Pope Francis is acutely aware that the Christian life is a struggle and requires the willingness to engage in spiritual combat. In this he warns us about the danger of dismissing the reality of the devil. He says, “Hence, we should not think of the devil as a myth, a representation, a symbol, a figure of speech or an idea.  This mistake would lead us to let down our guard, to grow careless and end up more vulnerable.  The devil does not need to possess us,” he says. But, “He poisons us with the venom of hatred, desolation, envy and vice. When we let down our guard, he takes advantage of it to destroy our lives, our families and our communities.” Then he finally quotes from the First Letter of St Peter, “Like a roaring lion, he prowls around, looking for someone to devour.” (1 Pet 5:8)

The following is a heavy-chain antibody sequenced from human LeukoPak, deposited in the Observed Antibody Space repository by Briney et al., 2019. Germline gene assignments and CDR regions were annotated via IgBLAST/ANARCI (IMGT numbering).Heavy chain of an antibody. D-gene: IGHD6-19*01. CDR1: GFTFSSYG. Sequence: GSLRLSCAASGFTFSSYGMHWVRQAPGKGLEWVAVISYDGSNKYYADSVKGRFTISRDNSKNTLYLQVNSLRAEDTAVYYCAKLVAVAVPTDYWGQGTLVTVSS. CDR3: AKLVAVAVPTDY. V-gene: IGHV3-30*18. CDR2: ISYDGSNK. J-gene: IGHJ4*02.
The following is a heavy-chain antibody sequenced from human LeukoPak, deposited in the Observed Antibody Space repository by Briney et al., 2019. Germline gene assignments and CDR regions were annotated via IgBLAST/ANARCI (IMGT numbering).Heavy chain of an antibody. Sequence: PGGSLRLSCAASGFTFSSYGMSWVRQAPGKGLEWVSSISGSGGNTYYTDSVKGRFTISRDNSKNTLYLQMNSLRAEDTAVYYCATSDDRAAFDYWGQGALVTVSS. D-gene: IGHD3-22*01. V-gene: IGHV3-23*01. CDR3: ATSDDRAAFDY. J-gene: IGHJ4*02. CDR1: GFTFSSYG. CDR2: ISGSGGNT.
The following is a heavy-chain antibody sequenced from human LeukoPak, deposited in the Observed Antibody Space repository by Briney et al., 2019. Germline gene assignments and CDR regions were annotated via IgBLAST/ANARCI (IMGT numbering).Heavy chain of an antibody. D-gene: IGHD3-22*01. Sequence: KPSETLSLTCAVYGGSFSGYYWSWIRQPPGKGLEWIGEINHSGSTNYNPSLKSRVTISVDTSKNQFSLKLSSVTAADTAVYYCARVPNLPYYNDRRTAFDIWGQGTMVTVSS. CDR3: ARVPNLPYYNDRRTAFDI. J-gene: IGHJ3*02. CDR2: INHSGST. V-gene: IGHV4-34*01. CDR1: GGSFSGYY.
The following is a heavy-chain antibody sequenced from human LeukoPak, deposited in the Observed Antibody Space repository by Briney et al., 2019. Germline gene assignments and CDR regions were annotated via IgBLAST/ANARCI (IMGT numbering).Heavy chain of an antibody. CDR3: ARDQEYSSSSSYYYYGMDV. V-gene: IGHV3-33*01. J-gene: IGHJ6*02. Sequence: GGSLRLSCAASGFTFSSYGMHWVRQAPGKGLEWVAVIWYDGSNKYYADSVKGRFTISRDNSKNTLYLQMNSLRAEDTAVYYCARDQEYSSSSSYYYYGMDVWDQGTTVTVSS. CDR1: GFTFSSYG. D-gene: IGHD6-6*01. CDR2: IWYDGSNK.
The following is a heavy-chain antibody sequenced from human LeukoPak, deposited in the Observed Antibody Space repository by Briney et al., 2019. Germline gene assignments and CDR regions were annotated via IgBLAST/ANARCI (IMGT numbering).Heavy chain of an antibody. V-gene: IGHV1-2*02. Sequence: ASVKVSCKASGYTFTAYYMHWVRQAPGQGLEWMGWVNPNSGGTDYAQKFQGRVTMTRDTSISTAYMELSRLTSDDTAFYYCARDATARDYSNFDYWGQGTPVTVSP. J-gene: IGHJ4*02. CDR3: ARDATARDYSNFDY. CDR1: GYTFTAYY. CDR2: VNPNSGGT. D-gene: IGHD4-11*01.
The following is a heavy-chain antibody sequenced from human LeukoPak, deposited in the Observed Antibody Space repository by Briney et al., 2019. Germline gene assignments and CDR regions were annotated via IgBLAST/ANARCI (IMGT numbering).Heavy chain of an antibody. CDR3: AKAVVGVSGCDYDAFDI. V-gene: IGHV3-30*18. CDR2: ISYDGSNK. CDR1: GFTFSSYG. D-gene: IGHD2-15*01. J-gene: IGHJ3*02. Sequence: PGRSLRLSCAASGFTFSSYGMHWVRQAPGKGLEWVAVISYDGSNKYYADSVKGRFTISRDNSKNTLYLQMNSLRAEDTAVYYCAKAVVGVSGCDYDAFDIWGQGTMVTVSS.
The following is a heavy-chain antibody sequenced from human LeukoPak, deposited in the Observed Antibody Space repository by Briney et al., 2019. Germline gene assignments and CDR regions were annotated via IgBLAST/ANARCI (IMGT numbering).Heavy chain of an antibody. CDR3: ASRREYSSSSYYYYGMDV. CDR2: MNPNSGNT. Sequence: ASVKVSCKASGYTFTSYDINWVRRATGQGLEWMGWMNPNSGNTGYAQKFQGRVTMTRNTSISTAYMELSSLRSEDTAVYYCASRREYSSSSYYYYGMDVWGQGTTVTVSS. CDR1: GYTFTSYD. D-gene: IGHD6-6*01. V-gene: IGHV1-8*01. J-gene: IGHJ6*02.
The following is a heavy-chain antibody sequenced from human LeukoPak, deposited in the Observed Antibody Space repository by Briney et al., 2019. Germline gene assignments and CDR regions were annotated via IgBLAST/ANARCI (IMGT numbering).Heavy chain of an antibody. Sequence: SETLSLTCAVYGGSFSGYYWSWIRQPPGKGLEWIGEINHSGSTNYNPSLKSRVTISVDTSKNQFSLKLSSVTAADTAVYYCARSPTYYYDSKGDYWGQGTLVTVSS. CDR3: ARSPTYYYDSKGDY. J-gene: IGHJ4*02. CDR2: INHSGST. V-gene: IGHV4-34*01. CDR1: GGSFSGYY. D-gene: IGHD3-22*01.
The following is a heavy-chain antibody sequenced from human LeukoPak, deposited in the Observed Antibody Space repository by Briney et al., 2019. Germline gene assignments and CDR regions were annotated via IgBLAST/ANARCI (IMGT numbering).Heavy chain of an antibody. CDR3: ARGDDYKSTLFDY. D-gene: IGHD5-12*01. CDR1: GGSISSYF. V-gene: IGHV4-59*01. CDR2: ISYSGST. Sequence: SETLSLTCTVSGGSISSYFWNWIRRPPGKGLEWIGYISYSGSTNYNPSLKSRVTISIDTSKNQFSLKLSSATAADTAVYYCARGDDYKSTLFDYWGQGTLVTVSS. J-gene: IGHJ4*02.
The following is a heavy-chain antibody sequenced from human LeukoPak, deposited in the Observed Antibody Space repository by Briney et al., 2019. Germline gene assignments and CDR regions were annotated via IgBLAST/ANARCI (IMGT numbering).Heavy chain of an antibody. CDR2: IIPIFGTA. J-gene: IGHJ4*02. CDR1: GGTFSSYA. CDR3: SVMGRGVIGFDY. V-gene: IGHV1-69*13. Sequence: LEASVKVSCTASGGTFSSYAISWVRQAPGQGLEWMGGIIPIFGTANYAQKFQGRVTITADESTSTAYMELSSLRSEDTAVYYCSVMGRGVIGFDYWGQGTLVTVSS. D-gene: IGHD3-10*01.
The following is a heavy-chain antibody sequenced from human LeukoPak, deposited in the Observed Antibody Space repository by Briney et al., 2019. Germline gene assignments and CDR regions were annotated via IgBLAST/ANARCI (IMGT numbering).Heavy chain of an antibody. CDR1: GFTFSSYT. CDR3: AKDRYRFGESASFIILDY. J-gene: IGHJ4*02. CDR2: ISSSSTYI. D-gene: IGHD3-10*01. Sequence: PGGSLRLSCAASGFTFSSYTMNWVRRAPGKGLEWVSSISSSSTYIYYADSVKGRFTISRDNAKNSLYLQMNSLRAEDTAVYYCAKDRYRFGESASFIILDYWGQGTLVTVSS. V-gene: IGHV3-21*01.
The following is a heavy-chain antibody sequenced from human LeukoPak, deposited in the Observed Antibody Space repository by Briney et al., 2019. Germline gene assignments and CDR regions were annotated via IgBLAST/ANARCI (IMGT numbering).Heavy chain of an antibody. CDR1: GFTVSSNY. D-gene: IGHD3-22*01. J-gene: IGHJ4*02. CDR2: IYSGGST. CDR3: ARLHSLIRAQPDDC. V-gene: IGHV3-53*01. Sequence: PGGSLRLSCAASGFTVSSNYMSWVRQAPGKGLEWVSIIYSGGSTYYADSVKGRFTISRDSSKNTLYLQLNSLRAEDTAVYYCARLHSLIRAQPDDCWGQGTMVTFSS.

I believe this exhortation is very timely and very encouraging. It presents the Christian life as one which, in fact, draws us deeper and deeper into the life of God, into the life of the risen Christ.

My brothers and sisters, we are all called to be holy, we are all called to be saints. Holiness is within our reach and is to be found all round us in the Church. For this reason, and especially in this Easter season, we can say with the Pope, “Gaudete et Exsultate” - “Rejoice and be glad”.

Archbishop Julian Porteous
Sunday, 15 April 2018

To listen to an audio recording of Archbishop Julian's homily, click here: